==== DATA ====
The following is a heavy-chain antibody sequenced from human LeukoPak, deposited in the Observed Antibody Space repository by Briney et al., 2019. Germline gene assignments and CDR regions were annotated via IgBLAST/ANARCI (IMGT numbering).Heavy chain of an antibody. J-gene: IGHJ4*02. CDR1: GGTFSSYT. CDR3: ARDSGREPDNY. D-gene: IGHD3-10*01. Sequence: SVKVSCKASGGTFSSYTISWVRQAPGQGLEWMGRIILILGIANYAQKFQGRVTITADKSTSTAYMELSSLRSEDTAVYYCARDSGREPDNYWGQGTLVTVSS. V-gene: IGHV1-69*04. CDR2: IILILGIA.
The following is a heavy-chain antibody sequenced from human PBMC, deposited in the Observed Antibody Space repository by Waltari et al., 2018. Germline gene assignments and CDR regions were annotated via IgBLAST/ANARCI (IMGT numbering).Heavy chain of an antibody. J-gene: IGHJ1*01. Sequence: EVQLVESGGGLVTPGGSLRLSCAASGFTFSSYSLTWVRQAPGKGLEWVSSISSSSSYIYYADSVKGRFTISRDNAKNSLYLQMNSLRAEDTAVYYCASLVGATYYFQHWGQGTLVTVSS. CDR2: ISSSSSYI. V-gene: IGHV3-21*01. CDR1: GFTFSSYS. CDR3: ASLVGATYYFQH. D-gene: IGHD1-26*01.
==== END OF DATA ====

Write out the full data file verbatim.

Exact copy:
The following is a heavy-chain antibody sequenced from human LeukoPak, deposited in the Observed Antibody Space repository by Briney et al., 2019. Germline gene assignments and CDR regions were annotated via IgBLAST/ANARCI (IMGT numbering).Heavy chain of an antibody. J-gene: IGHJ4*02. CDR1: GGTFSSYT. CDR3: ARDSGREPDNY. D-gene: IGHD3-10*01. Sequence: SVKVSCKASGGTFSSYTISWVRQAPGQGLEWMGRIILILGIANYAQKFQGRVTITADKSTSTAYMELSSLRSEDTAVYYCARDSGREPDNYWGQGTLVTVSS. V-gene: IGHV1-69*04. CDR2: IILILGIA.
The following is a heavy-chain antibody sequenced from human PBMC, deposited in the Observed Antibody Space repository by Waltari et al., 2018. Germline gene assignments and CDR regions were annotated via IgBLAST/ANARCI (IMGT numbering).Heavy chain of an antibody. J-gene: IGHJ1*01. Sequence: EVQLVESGGGLVTPGGSLRLSCAASGFTFSSYSLTWVRQAPGKGLEWVSSISSSSSYIYYADSVKGRFTISRDNAKNSLYLQMNSLRAEDTAVYYCASLVGATYYFQHWGQGTLVTVSS. CDR2: ISSSSSYI. V-gene: IGHV3-21*01. CDR1: GFTFSSYS. CDR3: ASLVGATYYFQH. D-gene: IGHD1-26*01.